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Promise in Javascript

Ayush Saini
Web Dev ⚡ | Building Stuff with code 🚀 | Making web a better place
Updated on ・6 min read

In the previous post, we talked about Asynchronous Javascript. In this article you will learn:

  • What are promises?
  • What is fetch API?
  • How and why fetch works differently than other web APIs like setTimeout?
  • What is Microtask Queue and how it is different from Callback Queue?

What is a Promise?

A promise is a special kind of object in javascript that lets asynchronous methods return values like synchronous methods, i.e, it gets returned immediately when we make a call to a web API like fetch to supply the final value at some point in the future.

We also attach functionality to the promise object that gets automatically triggered when that value comes back in the javascript from the browser API and that value would also be the input of that function.

What is fetch API?

Suppose you are building a Weather application that displays the weather of a city/country on search. Let's say the UI is done, now comes the main part - the weather data. Here's what you might need -

  • The app should be able to get the data from a server.
  • When the data arrives, the app should display it.
  • If the data fails to arrive, you would still want to display something like an error message.

Javascript doesn't know how to interact with the outer world a.k.a Internet. You know from the Asynchronous Javascript post that this is where Web APIs shine.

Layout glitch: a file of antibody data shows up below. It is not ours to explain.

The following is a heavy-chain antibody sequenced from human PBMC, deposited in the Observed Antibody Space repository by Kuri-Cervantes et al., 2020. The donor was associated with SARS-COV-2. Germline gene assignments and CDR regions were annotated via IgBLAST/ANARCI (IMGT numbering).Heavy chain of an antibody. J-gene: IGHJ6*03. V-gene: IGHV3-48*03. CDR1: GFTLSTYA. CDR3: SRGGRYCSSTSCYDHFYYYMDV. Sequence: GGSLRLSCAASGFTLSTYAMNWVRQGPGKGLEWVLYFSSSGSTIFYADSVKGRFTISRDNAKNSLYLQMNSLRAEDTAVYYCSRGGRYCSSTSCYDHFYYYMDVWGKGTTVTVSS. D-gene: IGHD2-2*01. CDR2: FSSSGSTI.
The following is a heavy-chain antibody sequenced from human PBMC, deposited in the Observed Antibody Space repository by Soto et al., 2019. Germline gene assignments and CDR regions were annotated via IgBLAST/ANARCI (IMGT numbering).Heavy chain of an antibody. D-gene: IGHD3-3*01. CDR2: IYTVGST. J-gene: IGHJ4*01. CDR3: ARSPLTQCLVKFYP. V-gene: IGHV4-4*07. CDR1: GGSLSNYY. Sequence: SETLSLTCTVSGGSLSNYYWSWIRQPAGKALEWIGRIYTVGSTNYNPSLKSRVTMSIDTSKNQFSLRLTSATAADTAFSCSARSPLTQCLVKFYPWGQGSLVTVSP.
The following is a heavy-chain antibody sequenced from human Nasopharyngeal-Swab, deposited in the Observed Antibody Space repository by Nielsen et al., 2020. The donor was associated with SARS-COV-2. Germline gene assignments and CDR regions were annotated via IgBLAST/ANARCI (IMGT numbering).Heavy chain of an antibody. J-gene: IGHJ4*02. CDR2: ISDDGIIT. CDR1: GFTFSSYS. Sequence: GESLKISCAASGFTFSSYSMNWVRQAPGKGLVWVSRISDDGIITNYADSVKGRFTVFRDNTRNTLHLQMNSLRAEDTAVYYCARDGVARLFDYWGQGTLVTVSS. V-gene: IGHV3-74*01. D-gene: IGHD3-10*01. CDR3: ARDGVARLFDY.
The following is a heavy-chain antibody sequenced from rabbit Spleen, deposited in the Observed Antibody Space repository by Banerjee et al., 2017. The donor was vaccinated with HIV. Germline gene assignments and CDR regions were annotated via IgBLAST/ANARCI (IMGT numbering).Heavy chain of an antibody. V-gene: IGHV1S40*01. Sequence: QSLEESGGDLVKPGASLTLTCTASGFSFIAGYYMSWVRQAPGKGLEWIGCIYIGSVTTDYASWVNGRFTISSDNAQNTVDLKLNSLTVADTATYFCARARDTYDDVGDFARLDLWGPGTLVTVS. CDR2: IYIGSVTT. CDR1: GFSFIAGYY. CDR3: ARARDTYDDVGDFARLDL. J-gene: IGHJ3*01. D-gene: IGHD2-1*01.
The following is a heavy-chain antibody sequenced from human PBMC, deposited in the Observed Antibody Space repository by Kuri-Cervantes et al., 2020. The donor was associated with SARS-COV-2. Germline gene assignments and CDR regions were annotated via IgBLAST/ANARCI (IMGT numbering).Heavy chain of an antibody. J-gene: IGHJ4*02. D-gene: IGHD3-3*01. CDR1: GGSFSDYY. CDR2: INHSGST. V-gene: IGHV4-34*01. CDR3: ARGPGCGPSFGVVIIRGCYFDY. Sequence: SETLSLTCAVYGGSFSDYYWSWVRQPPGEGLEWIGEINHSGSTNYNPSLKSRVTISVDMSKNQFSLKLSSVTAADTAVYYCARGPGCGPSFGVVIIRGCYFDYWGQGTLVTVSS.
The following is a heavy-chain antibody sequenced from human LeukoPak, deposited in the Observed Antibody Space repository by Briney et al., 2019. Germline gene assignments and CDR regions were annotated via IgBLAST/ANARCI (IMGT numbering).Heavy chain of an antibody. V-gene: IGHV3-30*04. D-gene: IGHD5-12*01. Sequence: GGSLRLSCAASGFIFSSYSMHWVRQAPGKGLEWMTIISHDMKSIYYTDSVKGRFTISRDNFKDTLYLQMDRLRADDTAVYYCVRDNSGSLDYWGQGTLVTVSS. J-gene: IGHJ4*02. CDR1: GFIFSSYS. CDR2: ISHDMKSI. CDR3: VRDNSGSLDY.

Fetch is a Web API that provides an interface for fetching data. Let's see how fetch works.

Why fetch is different than setTimeout?

Fetch works differently than the web APIs we discussed earlier like setTimeout because it not only initiates a background browser functionality but also immediately returns a placeholder object known as Promise.

How fetch works under the hood?

Consider the code below:

function display(data){

const upcomingData = fetch(''); 

console.log('Me first??');
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upcomingData would be the return value of the fetch('') Fetch returns an object with the initial value undefined and another hidden property onFulfilled that is an empty array. This special object runs all the functions provided inside the onFulfilled array when the value gets updated.

Fetch sets up XHR i.e, XMLHttpRequest in the browser which retrieves the data from the URL. Now while fetch was getting the data from the getWeatherData servers, javascript continues to execute the next line of code because the task was asynchronous.

Now on the next line, we have upcomingData.then(display), if I were to ask you what this line is doing, you would most probably tell that 'when we get upcomingData, then call display function'. At least this was what I had in my mind before. But this is a wrong explanation.

Remember earlier I said that there is a hidden array called onFulfilled. Well, the method then will take the argument display which is a function definition, and push it inside the onFulfilled array, and on updating the placeholder value of the promise object, all the functions inside the onFulfilled array will get run automatically.

🤔 Quick doubt - Why use then, why not onFulfilled.push() ?

Because it's not a normal array, remember it's a hidden array. That's why you can't use the push() method on the onFulfilled array.

Now on the next line, Me first?? would be logged to the browser console. Now all of our synchronous code, but the fetch was doing its background work to get the temperature of Seattle city from the server. Let's say it comes back with a response with a value of 12°C, which updates the value of upcomingData object to 12°C, which triggers display function to run with input 12°C. Hence, now 12°C is logged to the console.

This is how the output would look like:

Me first??
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What if the server fails to send back the data?